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The Dangers of Militarization

Summary:
A great-power conflict is in no way unavoidable, unless these powers act as if it were. The greatest risk is that the US forgets the principles and institutions that have shored up its global leadership and, by emphasizing a narrative of confrontation, exposes the world to a self-fulfilling prophecy. MUNICH – Multipolarity is back, and with it strategic rivalry among the great powers. The re-emergence of China and the return of Russia to the forefront of global politics are two of the most salient international dynamics of the century thus far. During Donald Trump’s first year in the White House, the tension between the United States and these two countries increased markedly. As the US domestic political environment has deteriorated, so, too, have America’s relations with

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A great-power conflict is in no way unavoidable, unless these powers act as if it were. The greatest risk is that the US forgets the principles and institutions that have shored up its global leadership and, by emphasizing a narrative of confrontation, exposes the world to a self-fulfilling prophecy.

MUNICH – Multipolarity is back, and with it strategic rivalry among the great powers. The re-emergence of China and the return of Russia to the forefront of global politics are two of the most salient international dynamics of the century thus far. During Donald Trump’s first year in the White House, the tension between the United States and these two countries increased markedly. As the US domestic political environment has deteriorated, so, too, have America’s relations with those that are perceived as its principal adversaries.

When China’s President Xi Jinping rose to power just over five years ago, he presented the idea of a “new type of great power relations” based on cooperation and dialogue, as well as respect for one another’s national interests. But China does not always live by what it preaches as far as cooperation is concerned, as its unilateralism in the South China Sea indicates. Likewise, the relative loss of influence of the Chinese diplomatic corps contrasts with the emerging symbiosis between Xi and the People’s Liberation Army. Xi has even shown a surprising predisposition to wear a military uniform.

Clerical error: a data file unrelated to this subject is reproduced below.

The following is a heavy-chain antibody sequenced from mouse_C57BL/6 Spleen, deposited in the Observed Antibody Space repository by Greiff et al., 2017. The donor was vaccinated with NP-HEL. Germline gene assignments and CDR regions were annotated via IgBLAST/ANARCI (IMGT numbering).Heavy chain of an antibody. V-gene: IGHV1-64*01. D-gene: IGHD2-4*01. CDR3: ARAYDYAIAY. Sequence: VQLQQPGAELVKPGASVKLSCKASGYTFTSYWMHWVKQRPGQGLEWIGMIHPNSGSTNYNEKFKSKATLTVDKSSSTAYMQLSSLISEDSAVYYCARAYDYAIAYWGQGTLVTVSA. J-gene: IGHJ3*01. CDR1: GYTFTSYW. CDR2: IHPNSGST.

Russia, for its part, has invaded two former Soviet republics in the last decade, and its military spending as a share of GDP has been increasing almost exponentially. On top of this, the US and Russia have accused each other of violating the Intermediate-Range Nuclear Forces Treaty, the only Cold War-era agreement on armaments between the two countries that remains in force.

While it makes sense to recognize the current challenges, we should refrain from exaggerating them. In the past few months, the US administration has published three important documents: the National Security Strategy, the National Defense Strategy, and the Nuclear Posture Review. In all of them, China and Russia are explicitly identified as serious threats to the international order. But the principal threat to the US today does not come from China or Russia; it comes from the confusion characterizing its own policies, owing to Trump’s rejection of the very international order that the US helped forge and defend for decades.

It is worth remembering that when Trump tries to intimidate North Korean leader Kim Jong-un by boasting of US military power, the facts are – for once – on his side. US military spending is by far the world’s highest, almost three times that of second-place China, and almost nine times that of third-place Russia. Indeed, the US spends more on defense than the following eight countries combined, and possesses the world’s most sophisticated nuclear arsenal. But, despite the Trump administration’s frequent (and often ungraceful) declarations of military superiority, its actions imply that this superiority is not enough.

The Nuclear Posture Review is the best example of this cognitive dissonance. The new US doctrine stipulates an increase in the number of tactical nuclear arms with relatively small explosive potential. The objective of this measure is to neutralize Russian capacities in this field, thus “denying potential adversaries any mistaken confidence that limited nuclear employment can provide a useful advantage over the United States and its allies.” But if the confidence is indeed mistaken, why respond as if it were not?

Javier Solana
President of @ESADEgeo - Center for Global Economy and Geopolitics. Distinguished Fellow at @BrookingsInst.

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